June 26th, 2024 | Alex

Avoiding Scams This Summer As Taylor Swift And Other A-List Acts Roll Into Town

In 2024, ticket scams are more prevalent than ever (both HSBC and Lloyds bank have put out recent warnings to fans).

Tixel a trusted reseller have given their thought on how to avoid scams and stay safe throughout the busy summer packed with A-list celebrities.

“We know that missing out on the best gigs and festivals is bad enough (that’s why we started Tixel in the first place!) – but it’s a whole new level of hurt when you realise you’ve been swindled before even having the chance to step through the venue gates.                 

We’ve all felt the FOMO that makes us consider risky business to snag tickets, and as massive headline tours like Taylor Swift, Bruce Springsteen, AC/DC, and Olivia Rodrigo hit UK shores this summer, online scammers are already circling.

So Tixel has pulled together a handy list to help you be on your guard and spot the red flags to avoid, to help you from falling into common ticket-buying traps.

The seller doesn’t seem to have many friends, or has just selfies on their profile.

While it can seem like you’re doing your due diligence on someone offering tickets on social media, setting up a fake social media account takes just a few minutes, and can end up costing you dearly. If their friend or follower count is low, their account looks new or their photos look a little suss, they may have spun up an account to obscure their identity… so in this instance, you’d be best avoiding any transactions.

If the seller won’t flash that ticket like a VIP pass, avoid!

The old “they haven’t sent me the ticket yet” excuse, or sending through fake-looking tickets is a straight-up red flag. If you’re not using a site that can validate the ticket for you, then ask for a clear image of the ticket and make sure things like names match and remember, low res usually = low trust.

Watch out for weird payment processes

If they’re asking for dodgy stuff like a wire transfer or claiming to have PayID issues that require you to navigate a strange payment process, avoid. Tixel has a private ticket sale option that will let the seller share their ticket with just you, and you, the buyer benefit from the ticket being validated and the payment being secure. (*Dodgy sellers seem to magically ghost once you suggest this as they know they can’t get the scam over the line).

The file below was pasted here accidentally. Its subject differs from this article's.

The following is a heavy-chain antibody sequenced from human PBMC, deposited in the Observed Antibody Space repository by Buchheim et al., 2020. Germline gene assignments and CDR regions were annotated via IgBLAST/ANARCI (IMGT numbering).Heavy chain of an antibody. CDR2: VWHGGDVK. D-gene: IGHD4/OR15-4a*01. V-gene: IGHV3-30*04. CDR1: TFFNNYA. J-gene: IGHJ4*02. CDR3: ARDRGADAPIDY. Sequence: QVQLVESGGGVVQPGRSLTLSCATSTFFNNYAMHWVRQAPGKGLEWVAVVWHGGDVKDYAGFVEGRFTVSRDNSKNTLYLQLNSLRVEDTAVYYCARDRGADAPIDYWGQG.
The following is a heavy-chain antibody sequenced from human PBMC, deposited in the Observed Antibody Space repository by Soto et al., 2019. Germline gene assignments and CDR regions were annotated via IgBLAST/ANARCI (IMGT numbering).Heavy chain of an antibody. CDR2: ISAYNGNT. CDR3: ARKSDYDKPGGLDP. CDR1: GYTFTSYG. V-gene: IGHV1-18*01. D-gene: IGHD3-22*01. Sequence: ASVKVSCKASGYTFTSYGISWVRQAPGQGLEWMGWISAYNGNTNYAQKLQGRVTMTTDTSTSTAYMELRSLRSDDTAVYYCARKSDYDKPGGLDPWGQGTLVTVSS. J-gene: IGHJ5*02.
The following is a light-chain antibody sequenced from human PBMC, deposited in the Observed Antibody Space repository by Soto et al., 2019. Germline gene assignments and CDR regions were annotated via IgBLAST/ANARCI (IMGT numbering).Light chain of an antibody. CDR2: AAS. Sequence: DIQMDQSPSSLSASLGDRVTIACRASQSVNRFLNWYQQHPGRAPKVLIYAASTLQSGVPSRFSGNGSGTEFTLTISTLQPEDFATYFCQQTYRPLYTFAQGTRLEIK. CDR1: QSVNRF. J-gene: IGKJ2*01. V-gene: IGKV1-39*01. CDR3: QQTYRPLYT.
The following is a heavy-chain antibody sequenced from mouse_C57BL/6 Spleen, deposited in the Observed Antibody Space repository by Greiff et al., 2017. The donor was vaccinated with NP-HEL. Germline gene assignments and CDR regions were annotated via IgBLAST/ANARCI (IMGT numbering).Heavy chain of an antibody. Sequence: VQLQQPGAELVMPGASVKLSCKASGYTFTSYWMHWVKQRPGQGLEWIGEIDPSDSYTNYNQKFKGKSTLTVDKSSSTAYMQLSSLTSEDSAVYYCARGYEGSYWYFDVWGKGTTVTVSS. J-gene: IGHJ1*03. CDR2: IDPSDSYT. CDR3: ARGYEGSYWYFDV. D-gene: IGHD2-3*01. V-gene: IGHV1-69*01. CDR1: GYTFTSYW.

If the seller is flogging tickets at a suspiciously cheap price.

Come on! Don’t take the bait. It’s just like that age old saying, if it seems too good to be true, it probably is.

If the Seller seems reaaaaally keen.

If the seller drops lines like, “Hurry up, I’ve got a date with another buyer,” and creates unnecessary time pressure, you’d be right to be suspicious!

Buyer or seller, don’t send photo ID.

You’d be amazed at the number of people who are convinced to send pictures of ID to prove themselves in a transaction — driver’s licence, passport, you name it. Don’t set yourself up to be on the receiving end of the wrath of swindled Swifties.

Selling? You probably need to be careful, too.

Not just buyers get scammed. If you’re reselling a ticket, wait until the funds are cleared first (chicken and egg, we know, if your buyer wants to see the ticket first/see buyer tip 2 above!), or even better, keep everyone safe by using a trusted marketplace.”